Washington: A synthetic derivative of vitamin D can collapse the barrier of cells shielding pancreatic tumours, making the seemingly impenetrable cancer susceptible to therapeutic drugs, scientists say.
"While the success of this drug in humans with pancreatic cancer is still unclear, the findings in animal studies were strong, raising hope that ongoing clinical trials will give people with this terrible disease hope for a truly new type of therapy," said Ronald Evans, director of Salk Institute's Gene Expression Laboratory and senior author of the new paper.
Evans and colleagues knew that the ability of the pancreatic tumour to communicate with nearby cells -- called the tumour microenvironment - is key to its growth.
Tumour cells send out signals that make the microenvironment inflamed and dense; this "living shield" around a tumour not only helps the cancer grow, but blocks the access of immune cells and chemotherapeutic drugs.
"There was evidence that the activation of the microenvironment was theoretically reversible, but nobody knew exactly what was responsible for the activation, making it hard to turn off," said Salk postdoctoral research fellow Mara Sherman, first author of the new paper.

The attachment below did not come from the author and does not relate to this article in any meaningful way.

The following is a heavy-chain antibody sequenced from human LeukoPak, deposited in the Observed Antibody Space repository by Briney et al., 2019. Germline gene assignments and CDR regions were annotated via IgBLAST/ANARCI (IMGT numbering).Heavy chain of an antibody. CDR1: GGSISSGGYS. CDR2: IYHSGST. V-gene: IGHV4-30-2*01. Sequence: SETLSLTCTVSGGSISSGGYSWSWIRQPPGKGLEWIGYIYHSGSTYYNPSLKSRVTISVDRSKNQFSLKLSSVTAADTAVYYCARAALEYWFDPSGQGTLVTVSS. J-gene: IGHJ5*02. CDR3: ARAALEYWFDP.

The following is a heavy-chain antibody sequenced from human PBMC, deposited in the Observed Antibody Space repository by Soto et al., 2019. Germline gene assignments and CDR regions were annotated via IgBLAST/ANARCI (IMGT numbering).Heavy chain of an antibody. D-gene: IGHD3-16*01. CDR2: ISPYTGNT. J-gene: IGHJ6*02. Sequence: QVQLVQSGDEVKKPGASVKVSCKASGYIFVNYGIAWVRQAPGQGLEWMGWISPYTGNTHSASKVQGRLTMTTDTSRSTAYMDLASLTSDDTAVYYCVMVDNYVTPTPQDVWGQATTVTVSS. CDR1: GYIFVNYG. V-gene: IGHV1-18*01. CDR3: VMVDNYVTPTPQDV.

Sherman, Evans and their collaborators focused their attention on one component of this wall: pancreatic stellate cells, which usually respond to small injuries by briefly switching to an activated state, spurring new cell growth.
In the case of cancer, however, the stellate cells near a tumour - in response to signals from the tumour - are constantly turned on.
This chronic activation of the stellate cells provides the tumour cells with extra growth factors and therefore helps them proliferate, but also forms a wall-like barrier around the tumour that protects it from chemotherapeutics and other cancer-fighting drugs.
Evans' group had earlier discovered that stellate cells in the liver could be inactivated by a chemically modified form of vitamin D.
They wondered whether the same could hold true in the pancreas. They examined the differences between activated and inactivated stellate cells in the pancreas and found that activated stellate cells near a tumour had high levels of the vitamin D receptor.
When the researchers then added modified vitamin D to activated stellate cells the cells quickly reverted back to a healthy, inactivated state, stopping production of signals that spur growth and inflammation.
Systematic analysis of vitamin D analogues allowed the team to discover a modified form of vitamin D that is more stable, resilient and effective in vitro.
To see whether this new vitamin D-like compound could halt the growth of a tumour, Evans and the team next studied its effectiveness in mice.
The researchers found that combining the drug with existing chemotherapeutics gave a 50 per cent increase in lifespan compared to chemotherapy alone.